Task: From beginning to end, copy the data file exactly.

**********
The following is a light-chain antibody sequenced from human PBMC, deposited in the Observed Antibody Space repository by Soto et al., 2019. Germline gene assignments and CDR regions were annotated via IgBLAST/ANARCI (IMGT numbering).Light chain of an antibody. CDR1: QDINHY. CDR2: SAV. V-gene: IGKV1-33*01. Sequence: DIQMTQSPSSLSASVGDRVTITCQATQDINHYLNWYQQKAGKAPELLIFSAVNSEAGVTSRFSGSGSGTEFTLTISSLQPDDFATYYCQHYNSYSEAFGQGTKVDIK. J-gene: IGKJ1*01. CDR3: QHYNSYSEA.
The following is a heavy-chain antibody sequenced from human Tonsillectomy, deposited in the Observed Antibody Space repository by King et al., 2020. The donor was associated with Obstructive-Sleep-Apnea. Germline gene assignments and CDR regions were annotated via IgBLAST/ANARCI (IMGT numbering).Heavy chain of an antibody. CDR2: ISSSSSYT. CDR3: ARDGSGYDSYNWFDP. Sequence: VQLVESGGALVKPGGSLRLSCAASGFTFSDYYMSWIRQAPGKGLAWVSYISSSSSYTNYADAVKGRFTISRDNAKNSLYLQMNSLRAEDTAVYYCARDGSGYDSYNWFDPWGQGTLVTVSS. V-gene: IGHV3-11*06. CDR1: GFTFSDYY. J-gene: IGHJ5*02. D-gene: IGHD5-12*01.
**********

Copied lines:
The following is a light-chain antibody sequenced from human PBMC, deposited in the Observed Antibody Space repository by Soto et al., 2019. Germline gene assignments and CDR regions were annotated via IgBLAST/ANARCI (IMGT numbering).Light chain of an antibody. CDR1: QDINHY. CDR2: SAV. V-gene: IGKV1-33*01. Sequence: DIQMTQSPSSLSASVGDRVTITCQATQDINHYLNWYQQKAGKAPELLIFSAVNSEAGVTSRFSGSGSGTEFTLTISSLQPDDFATYYCQHYNSYSEAFGQGTKVDIK. J-gene: IGKJ1*01. CDR3: QHYNSYSEA.
The following is a heavy-chain antibody sequenced from human Tonsillectomy, deposited in the Observed Antibody Space repository by King et al., 2020. The donor was associated with Obstructive-Sleep-Apnea. Germline gene assignments and CDR regions were annotated via IgBLAST/ANARCI (IMGT numbering).Heavy chain of an antibody. CDR2: ISSSSSYT. CDR3: ARDGSGYDSYNWFDP. Sequence: VQLVESGGALVKPGGSLRLSCAASGFTFSDYYMSWIRQAPGKGLAWVSYISSSSSYTNYADAVKGRFTISRDNAKNSLYLQMNSLRAEDTAVYYCARDGSGYDSYNWFDPWGQGTLVTVSS. V-gene: IGHV3-11*06. CDR1: GFTFSDYY. J-gene: IGHJ5*02. D-gene: IGHD5-12*01.